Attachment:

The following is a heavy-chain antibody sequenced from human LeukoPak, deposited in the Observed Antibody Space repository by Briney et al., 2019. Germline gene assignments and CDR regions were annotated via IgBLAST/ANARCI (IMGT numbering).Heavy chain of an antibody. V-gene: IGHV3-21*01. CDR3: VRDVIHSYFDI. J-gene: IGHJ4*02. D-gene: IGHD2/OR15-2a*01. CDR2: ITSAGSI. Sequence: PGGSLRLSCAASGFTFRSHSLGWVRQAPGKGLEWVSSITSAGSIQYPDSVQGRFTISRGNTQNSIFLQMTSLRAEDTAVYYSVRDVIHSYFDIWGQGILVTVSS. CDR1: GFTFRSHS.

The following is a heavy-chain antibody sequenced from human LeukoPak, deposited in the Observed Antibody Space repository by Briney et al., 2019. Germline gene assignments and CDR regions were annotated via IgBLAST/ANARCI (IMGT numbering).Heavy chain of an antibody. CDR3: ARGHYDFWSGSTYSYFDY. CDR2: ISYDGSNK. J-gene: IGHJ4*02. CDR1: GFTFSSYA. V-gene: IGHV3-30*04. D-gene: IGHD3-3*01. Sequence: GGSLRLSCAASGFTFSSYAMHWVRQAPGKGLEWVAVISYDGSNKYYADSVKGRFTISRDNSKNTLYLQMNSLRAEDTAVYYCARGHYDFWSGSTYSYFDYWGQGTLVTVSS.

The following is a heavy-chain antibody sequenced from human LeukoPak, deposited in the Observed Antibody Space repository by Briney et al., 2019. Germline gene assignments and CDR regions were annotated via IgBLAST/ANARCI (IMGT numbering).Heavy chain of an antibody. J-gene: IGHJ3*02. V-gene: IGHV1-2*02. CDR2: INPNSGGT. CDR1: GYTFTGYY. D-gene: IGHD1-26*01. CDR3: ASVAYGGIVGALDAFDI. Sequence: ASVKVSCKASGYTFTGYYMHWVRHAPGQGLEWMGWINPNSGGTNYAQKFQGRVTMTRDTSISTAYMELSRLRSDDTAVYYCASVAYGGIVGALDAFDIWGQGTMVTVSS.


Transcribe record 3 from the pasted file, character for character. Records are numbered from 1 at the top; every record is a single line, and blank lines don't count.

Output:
The following is a heavy-chain antibody sequenced from human LeukoPak, deposited in the Observed Antibody Space repository by Briney et al., 2019. Germline gene assignments and CDR regions were annotated via IgBLAST/ANARCI (IMGT numbering).Heavy chain of an antibody. J-gene: IGHJ3*02. V-gene: IGHV1-2*02. CDR2: INPNSGGT. CDR1: GYTFTGYY. D-gene: IGHD1-26*01. CDR3: ASVAYGGIVGALDAFDI. Sequence: ASVKVSCKASGYTFTGYYMHWVRHAPGQGLEWMGWINPNSGGTNYAQKFQGRVTMTRDTSISTAYMELSRLRSDDTAVYYCASVAYGGIVGALDAFDIWGQGTMVTVSS.